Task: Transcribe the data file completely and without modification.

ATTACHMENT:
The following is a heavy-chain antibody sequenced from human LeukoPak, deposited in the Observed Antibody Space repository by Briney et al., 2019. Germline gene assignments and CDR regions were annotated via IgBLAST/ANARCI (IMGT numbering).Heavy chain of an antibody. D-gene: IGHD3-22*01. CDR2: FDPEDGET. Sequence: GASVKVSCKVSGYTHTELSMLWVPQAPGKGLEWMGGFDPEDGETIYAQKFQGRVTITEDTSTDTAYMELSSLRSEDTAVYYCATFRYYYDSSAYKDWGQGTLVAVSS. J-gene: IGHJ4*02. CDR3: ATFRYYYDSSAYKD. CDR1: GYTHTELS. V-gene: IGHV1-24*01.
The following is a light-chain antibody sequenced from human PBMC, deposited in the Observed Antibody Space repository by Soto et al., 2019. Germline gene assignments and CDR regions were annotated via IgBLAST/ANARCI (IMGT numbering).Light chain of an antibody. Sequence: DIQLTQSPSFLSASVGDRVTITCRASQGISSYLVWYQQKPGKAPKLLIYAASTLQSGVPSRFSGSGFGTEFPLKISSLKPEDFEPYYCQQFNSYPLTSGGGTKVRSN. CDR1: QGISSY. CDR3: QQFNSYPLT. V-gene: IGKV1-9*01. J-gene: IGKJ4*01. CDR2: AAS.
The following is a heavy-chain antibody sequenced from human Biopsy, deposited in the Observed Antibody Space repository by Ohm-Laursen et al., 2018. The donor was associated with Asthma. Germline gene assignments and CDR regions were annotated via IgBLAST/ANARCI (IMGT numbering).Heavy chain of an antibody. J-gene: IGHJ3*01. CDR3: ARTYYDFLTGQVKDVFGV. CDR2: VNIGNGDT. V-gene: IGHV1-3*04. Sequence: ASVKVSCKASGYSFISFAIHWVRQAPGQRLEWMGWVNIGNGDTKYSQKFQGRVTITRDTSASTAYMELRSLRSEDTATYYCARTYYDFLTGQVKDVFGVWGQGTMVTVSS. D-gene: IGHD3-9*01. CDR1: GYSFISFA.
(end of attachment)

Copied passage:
The following is a heavy-chain antibody sequenced from human LeukoPak, deposited in the Observed Antibody Space repository by Briney et al., 2019. Germline gene assignments and CDR regions were annotated via IgBLAST/ANARCI (IMGT numbering).Heavy chain of an antibody. D-gene: IGHD3-22*01. CDR2: FDPEDGET. Sequence: GASVKVSCKVSGYTHTELSMLWVPQAPGKGLEWMGGFDPEDGETIYAQKFQGRVTITEDTSTDTAYMELSSLRSEDTAVYYCATFRYYYDSSAYKDWGQGTLVAVSS. J-gene: IGHJ4*02. CDR3: ATFRYYYDSSAYKD. CDR1: GYTHTELS. V-gene: IGHV1-24*01.
The following is a light-chain antibody sequenced from human PBMC, deposited in the Observed Antibody Space repository by Soto et al., 2019. Germline gene assignments and CDR regions were annotated via IgBLAST/ANARCI (IMGT numbering).Light chain of an antibody. Sequence: DIQLTQSPSFLSASVGDRVTITCRASQGISSYLVWYQQKPGKAPKLLIYAASTLQSGVPSRFSGSGFGTEFPLKISSLKPEDFEPYYCQQFNSYPLTSGGGTKVRSN. CDR1: QGISSY. CDR3: QQFNSYPLT. V-gene: IGKV1-9*01. J-gene: IGKJ4*01. CDR2: AAS.
The following is a heavy-chain antibody sequenced from human Biopsy, deposited in the Observed Antibody Space repository by Ohm-Laursen et al., 2018. The donor was associated with Asthma. Germline gene assignments and CDR regions were annotated via IgBLAST/ANARCI (IMGT numbering).Heavy chain of an antibody. J-gene: IGHJ3*01. CDR3: ARTYYDFLTGQVKDVFGV. CDR2: VNIGNGDT. V-gene: IGHV1-3*04. Sequence: ASVKVSCKASGYSFISFAIHWVRQAPGQRLEWMGWVNIGNGDTKYSQKFQGRVTITRDTSASTAYMELRSLRSEDTATYYCARTYYDFLTGQVKDVFGVWGQGTMVTVSS. D-gene: IGHD3-9*01. CDR1: GYSFISFA.